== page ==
You will be happy to hear that Will has recovered from his bug and is back to playing hockey in the living room every chance he gets. Why a child born and bred in North Carolina has decided to take up hockey is beyond me. We've tried to explain to him that we live in a state that produces no ice whatsoever, but he doesn't care. He's never been ice skating, is not related to anyone who's ever been ice skating or for that matter has had the least bit of interest in skating, ice rinks, hockey pucks, or protective sports gear, and yet, there he is, every afternoon with his souvenir hockey stick and a tennis ball, running around the living room as he announces the action taking place in his head. He scores a goal approximately every thirty seconds. He also on occasion commits penalties, for which he makes himself sit in the penalty box for three minutes. If I'm in the kitchen, he asks me to set the timer.
So Will is well and back on the ice, but Jack got his bug and spent much of Saturday night ... well, you know. He has the only carpeted bedroom, but fortunately his aim is true and he hit the bucket every time. Whew! Tender mercies and all that.
My husband just walked downstairs. His stomach feels funny. He appears to have a fever. Oh, why, oh why, did I clean all the bathrooms yesterday? They are doomed.
I'm not working on the new book, by the way. It is hard to write when everyone around you is throwing up. And I've been doing some school visits. On Sunday, I go to Michigan for a big to-do, and return on Tuesday. On Wednesday, back to work, if the vomit has stopped flying by then. Fingers crossed!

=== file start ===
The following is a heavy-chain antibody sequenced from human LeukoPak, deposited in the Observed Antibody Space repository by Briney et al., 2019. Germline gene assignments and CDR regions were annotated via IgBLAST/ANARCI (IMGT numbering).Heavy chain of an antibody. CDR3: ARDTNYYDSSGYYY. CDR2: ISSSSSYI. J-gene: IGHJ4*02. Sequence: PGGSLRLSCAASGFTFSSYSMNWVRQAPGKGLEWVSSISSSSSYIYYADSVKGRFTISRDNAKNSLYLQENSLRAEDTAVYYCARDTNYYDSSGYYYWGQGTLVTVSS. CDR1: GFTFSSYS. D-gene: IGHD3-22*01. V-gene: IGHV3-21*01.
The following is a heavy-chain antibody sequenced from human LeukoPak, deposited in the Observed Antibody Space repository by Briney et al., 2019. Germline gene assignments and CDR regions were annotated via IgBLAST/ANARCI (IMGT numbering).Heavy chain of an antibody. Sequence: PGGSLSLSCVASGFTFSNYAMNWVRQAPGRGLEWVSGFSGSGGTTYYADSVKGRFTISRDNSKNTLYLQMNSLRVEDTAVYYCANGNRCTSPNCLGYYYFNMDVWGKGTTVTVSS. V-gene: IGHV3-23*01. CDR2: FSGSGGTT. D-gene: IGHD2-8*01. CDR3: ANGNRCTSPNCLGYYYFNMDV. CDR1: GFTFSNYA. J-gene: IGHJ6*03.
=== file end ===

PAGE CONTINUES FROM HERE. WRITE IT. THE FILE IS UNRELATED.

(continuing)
Other then the plague and pestilence surrounding me, I've been sort of enjoying Lent. Is that proper? I've been thinking about what people say about altruism, that we do good unto others because it makes us feel good about ourselves. Sometimes that's true, though I've been so humbled by parenting that any good feelings I have about myself are trummeled by pictures of me screaming at my children like a drill sergeant. Parenthood will show you what a wretch you truly are more effectively than just about anything else, I've found.
I'm working on the theory that when you do good for others, you are closer to being the person God wants you to be, and therefore you feel--more in balance, I guess. When I set out to do a good deed, I'm not thinking, "Wow, I'm such a wonderful person to take the time to do this." Lately what I've been thinking, "This is so much fun, why don't I do it more often?"
Of course, it helps that much of my Lenten do-gooding has involved buying really nice yarn and knitting it up for other people. But I've felt that way working at the soup kitchen downtown, too. It's deeply pleasurable. And it's always a relief to stop thinking about your own self. I guess that's what's interesting to me: Altruism seems less about self-congratulation and more about self-negation than people would have you believe.
Well, I was going to spend the morning cleaning the upstairs, but as it is now nearly fully occupied by ailing males, I suppose I have no choice but to do the breakfast dishes and pick up my knitting needles. Knitting for charity--whoever came up with that idea should be given a Nobel prize.
Vive Le Français!
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